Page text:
If you do not see your question addressed below, please reach out via the contact form at the bottom of this page.
Frequently Asked Questions
Does insurance cover cosmetic services?
In most cases, insurance does not cover cosmetic services. As a general rule, anti-aging treatments such as Botox and filler as well as hair rejuvenation procedures are NOT covered. However, many acne appointments are covered by insurance. When in doubt, we highly recommend contacting your insurer to clarify before receiving treatment.
Do you offer virtual appointments?
Yes! For your convenience, we do offer virtual appointments for existing patients when the situation allows. For new patients, or those whose concerns require in-person evaluation, we ask patients to come into the office.
Can I have a cosmetic procedure done on the same day of my medical appointment?
We strongly encourage you to schedule all services in advance, including separate services performed on the same day. While it’s possible to squeeze an unplanned cosmetic procedure after a medical appointment, it is often difficult due to the appointments of other patients after you.
Where did Dr. Chan study and train?
Dr. Chan completed his undergraduate studies at Harvard, and earned a joint MD / PhD at Boston University. He then did his residency in dermatology at Ohio State University.
Has Dr. Chan participated in research?
Yes. At Boston University, his research focused on the development of innovative therapies to target specific cancer cells using recombinant fusion proteins. After medical school, he was the recipient of an NIH-funded training grant under the mentorship of Kevin Cooper, MD, focusing upon mechanisms of psoriasis and also conducted clinical studies regarding cutaneous lymphomas. He is also a reviewer for the Archives of Dermatology and Clinical Cancer Research.
Do I need to do anything in advance or bring anything with me to my appointment?
Yes. If you are a new patient, please have your patient paperwork completed online in before your appointment. In addition, if you have any products or prescriptions that you would like to discuss with the doctor, it is often helpful to bring those with you.
Common Concerns, Addressed
Here are a few of the common questions we get related to specific conditions. As always, there is nothing like an in-person evaluation, so we recommend booking an appointment for the best advice.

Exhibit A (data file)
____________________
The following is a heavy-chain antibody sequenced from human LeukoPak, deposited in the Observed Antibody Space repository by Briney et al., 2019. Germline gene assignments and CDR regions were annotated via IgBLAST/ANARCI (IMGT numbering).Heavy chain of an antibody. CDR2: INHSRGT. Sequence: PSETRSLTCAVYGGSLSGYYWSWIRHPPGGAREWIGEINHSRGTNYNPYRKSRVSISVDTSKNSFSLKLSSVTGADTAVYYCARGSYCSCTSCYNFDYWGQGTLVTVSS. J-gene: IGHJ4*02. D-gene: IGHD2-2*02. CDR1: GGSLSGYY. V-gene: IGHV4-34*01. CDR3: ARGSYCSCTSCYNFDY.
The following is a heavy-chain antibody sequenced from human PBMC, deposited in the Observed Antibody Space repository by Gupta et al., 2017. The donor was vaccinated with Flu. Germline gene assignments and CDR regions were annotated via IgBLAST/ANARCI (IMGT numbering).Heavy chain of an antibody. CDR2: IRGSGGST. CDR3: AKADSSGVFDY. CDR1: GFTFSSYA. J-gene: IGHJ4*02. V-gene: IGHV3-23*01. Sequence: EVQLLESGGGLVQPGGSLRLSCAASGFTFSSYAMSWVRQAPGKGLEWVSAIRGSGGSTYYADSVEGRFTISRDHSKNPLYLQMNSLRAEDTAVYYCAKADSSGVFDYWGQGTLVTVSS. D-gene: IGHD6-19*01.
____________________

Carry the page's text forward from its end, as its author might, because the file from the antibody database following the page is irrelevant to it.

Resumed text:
What Causes Acne?
Acne occurs when pores become blocked by a build-up of dead skin cells, dirt, and bacteria, which causes the skin to break out in whiteheads, blackheads, and papules (small, red bumps). It usually appears on the face, neck, and back, although it can present on other areas of the body. Certain dietary habits (such as overconsumption of dairy, sugar, and processed foods) as well as stress, can cause systemic inflammation, making acne breakouts worse.
What Causes Hair Loss In Women?
It depends on the type of hair loss one is experiencing. For example, “telogen effluvium” hair loss is often caused by shock to the body, stress, thyroid issues, or certain medications. Female Pattern Hair Loss, on the other hand, is more commonly due to genetics, aging, and the onset of menopause. Coming in for a consulation and identifying the underlying factors of your hair loss is the first step toward developing a treatment plan.
What Causes Brittle, Unhealthy Nails?
Brittle nails can be a frustrating and unsightly issue for anyone to deal with. Oftentimes, brittle nails are caused by controllable factors such as overwashing / moisturizing with harsh products or poor nutrition. Sometimes, however, they are caused by systemic concerns such as Raynaud’s syndrome, low thyroid levels, fungus, or anemia. Based on your unique situation, we can perform an analyis and come up with a treatment plan to get your nails healthier.
What Causes Eczema? Do Certain Things Make it Worse?
The exact causes of eczema are still not fully understood. However, our current best understanding is that certain people are genetically predisposed to have dry, sensitive skin. This skin type, when combined with certain triggers, causes the inflamed, red skin that is associated with an eczema flare up. Known triggers that make eczema worse include certain chemicals, fabrics, cold / dry weather, and some food allergies such as dairy, eggs, and wheat.